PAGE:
What Does a Nurse Do?

What Does a Nurse Do?
Before you find out what education and training for nurses is required, let me tell you what are the job responsibilities of a nurse. The answer is that they are numerous that one could almost say, what doesn’t a nurse do?  The nursing field has so many sub-sectors that you can literally create the job you want to do.

–        If you like sociological trends and watching population interaction, then public health nursing would be your field.

–        If you are interested in treating the patient from cradle to grave, maybe the field of nursing that would suit you best is the Nurse Practitioner.

–        If you like hospitals and organization and a regimented work schedule, hospital nursing could be your field.

–        If the precious wee ones are what tug at your heartstrings, you could specialize in neo-natal intensive care nursing.

–        If you like the medical field but don’t like hospital settings, the industrial nursing positions may be more your forte.

Education and Training Requirements for Nurses

Each field of nursing has separate requirements, but all nursing fields begin with the nursing degree.

A Home Health Aide is a nursing assistant; the education and training requirements are a 4 week course and 75 classroom hours, plus a certification in CPR.

A licensed or practical nurse (LPN), sometimes called a vocational nurse, attends a 12 month course of study with classroom lectures and on-the-job training, plus a certification in CPR.

A registered nurse (RN) can attend a diploma school or a college or university.  The diploma school will issue a diploma of nursing and is still considered a registered nurse.  The school will last 3 years and will include classroom instruction and on-the-job training at the affiliated hospital.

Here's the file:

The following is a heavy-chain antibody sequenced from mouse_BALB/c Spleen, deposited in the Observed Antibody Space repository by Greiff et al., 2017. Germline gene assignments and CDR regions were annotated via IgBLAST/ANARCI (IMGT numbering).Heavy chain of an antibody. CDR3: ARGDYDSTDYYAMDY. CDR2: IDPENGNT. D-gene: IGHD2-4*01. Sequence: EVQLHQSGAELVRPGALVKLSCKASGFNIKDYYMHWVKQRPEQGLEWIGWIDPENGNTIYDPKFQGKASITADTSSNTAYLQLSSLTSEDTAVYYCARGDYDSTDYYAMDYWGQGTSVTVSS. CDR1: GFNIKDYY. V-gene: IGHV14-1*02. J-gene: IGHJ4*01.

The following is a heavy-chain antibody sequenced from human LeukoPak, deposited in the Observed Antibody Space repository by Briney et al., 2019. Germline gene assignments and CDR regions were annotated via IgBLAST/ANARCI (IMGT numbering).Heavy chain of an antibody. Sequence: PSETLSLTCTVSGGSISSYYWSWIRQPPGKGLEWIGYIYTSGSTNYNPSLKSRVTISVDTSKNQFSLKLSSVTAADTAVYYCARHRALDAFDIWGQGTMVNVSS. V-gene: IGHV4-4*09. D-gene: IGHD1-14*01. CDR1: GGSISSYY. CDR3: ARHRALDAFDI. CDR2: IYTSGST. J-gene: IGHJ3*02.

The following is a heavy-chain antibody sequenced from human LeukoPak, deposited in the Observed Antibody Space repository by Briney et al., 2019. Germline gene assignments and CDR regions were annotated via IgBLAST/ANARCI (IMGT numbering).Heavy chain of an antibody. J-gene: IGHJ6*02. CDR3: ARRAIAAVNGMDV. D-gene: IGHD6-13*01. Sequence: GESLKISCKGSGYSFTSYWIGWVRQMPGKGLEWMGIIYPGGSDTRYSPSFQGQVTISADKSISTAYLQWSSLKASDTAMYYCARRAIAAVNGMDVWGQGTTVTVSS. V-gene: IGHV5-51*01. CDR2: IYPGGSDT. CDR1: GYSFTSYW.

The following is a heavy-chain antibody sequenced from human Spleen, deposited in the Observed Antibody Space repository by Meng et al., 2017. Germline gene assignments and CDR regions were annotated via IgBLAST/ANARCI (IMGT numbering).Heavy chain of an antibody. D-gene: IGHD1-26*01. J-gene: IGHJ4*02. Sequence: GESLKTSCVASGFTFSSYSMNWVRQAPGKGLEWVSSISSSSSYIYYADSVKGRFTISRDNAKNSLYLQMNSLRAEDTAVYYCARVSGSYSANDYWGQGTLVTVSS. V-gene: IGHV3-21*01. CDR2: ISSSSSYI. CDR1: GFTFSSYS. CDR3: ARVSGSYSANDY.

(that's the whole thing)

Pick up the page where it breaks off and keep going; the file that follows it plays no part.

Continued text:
The associate’s degree in nursing is offered by colleges and trade schools.  This degree is an associate’s degree in applied nursing, an associate degree of nursing, or an associate’s degree in nursing, and qualifies to be hired as a registered nurse.

The Bachelor of Science in Nursing (BSN) is a four year degree at a university or college.  It will have course requirements equal to 125 or more undergraduate hours, depending on the school.  In addition to the college hours, there will be 2 years of on-the-job training at area hospitals, with areas of rotation for the nursing student.

The Master of Science in Nursing offers many specialties for this degree.  It takes two to three years to complete but also empowers the nurse to write prescriptions in their specialized area.

The doctoral level degrees in Nursing are the Doctor of Nursing Practice or the Doctor of Philosophy.  The DNP is focused on the treatment of patients at the advanced level; the PhD requires academic research and publication.

Overall, the nursing degree can take as little as two years to begin practicing or as many as eight to twelve years to have the terminal degree.  The Nursing PhD requires a four year bachelor degree, four years of experience in a clinical setting, then four years graduate work.

All of the above listed nursing degrees require the completion of the degree and the passing of the state board examinations.  All nurses are required to complete Continuing Education Units every four years.

Nurse Salaries

A beginning salary for a nurse aide is $25,000 per year, with unlimited overtime available.

The licensed practical nurse or the vocational nurse will begin at $34,000 and increase.  The national median salary currently is $41,374.  This job also offers unlimited overtime.

The registered nurse with a B.S. in Nursing will begin earning $48,000 straight out of school.  With one year of experience, the salary increases to $57,000.  After each five years of service the salary increases $5,000 to $10,000.

The Master of Science in Nursing graduate begins their career with $68,000-$80,000.  This is for the nurse practitioner or the specialty nursing.

Administrative nursing positions with a Master of Science in Nursing start salaries at $150,000 to $200,000 for Nursing Heads, Nursing Directors $105,000 to $133,000 and long-term Nursing Managers or Supervisors $65,000 to $75,000.

Teachers of Nursing with a Master of Science in Nursing earn $70,000 to $100,000 depending on the university or hospital affiliation.

All nursing jobs come with extended benefits and insurances.  Most all programs offer a 401(k) plan with company participation of 2% or more.